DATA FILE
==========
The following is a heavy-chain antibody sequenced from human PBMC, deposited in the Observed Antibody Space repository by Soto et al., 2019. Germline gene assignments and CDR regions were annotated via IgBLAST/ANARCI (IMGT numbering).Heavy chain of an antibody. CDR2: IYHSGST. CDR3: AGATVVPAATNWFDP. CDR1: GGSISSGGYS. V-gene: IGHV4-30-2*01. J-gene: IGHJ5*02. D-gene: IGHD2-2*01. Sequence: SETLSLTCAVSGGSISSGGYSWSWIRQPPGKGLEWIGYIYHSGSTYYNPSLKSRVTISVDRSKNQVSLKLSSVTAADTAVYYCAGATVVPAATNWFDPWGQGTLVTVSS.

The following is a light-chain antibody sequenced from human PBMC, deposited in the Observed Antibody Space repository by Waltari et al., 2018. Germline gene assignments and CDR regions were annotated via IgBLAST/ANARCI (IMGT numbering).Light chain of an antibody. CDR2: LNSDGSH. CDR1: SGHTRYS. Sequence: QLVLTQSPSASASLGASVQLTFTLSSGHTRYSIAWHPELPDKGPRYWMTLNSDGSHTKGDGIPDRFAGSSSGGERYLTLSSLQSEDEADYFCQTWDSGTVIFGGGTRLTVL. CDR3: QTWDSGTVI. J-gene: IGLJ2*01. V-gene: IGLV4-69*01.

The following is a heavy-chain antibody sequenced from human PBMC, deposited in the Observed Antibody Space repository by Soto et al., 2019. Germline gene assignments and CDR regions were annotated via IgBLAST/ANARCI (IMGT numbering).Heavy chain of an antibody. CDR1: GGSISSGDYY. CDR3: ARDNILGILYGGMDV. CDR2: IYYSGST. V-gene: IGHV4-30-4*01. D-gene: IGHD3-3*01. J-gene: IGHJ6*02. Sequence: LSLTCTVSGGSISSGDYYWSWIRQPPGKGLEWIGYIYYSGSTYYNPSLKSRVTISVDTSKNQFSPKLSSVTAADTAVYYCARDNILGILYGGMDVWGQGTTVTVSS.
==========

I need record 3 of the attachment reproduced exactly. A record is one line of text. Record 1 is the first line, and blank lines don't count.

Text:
The following is a heavy-chain antibody sequenced from human PBMC, deposited in the Observed Antibody Space repository by Soto et al., 2019. Germline gene assignments and CDR regions were annotated via IgBLAST/ANARCI (IMGT numbering).Heavy chain of an antibody. CDR1: GGSISSGDYY. CDR3: ARDNILGILYGGMDV. CDR2: IYYSGST. V-gene: IGHV4-30-4*01. D-gene: IGHD3-3*01. J-gene: IGHJ6*02. Sequence: LSLTCTVSGGSISSGDYYWSWIRQPPGKGLEWIGYIYYSGSTYYNPSLKSRVTISVDTSKNQFSPKLSSVTAADTAVYYCARDNILGILYGGMDVWGQGTTVTVSS.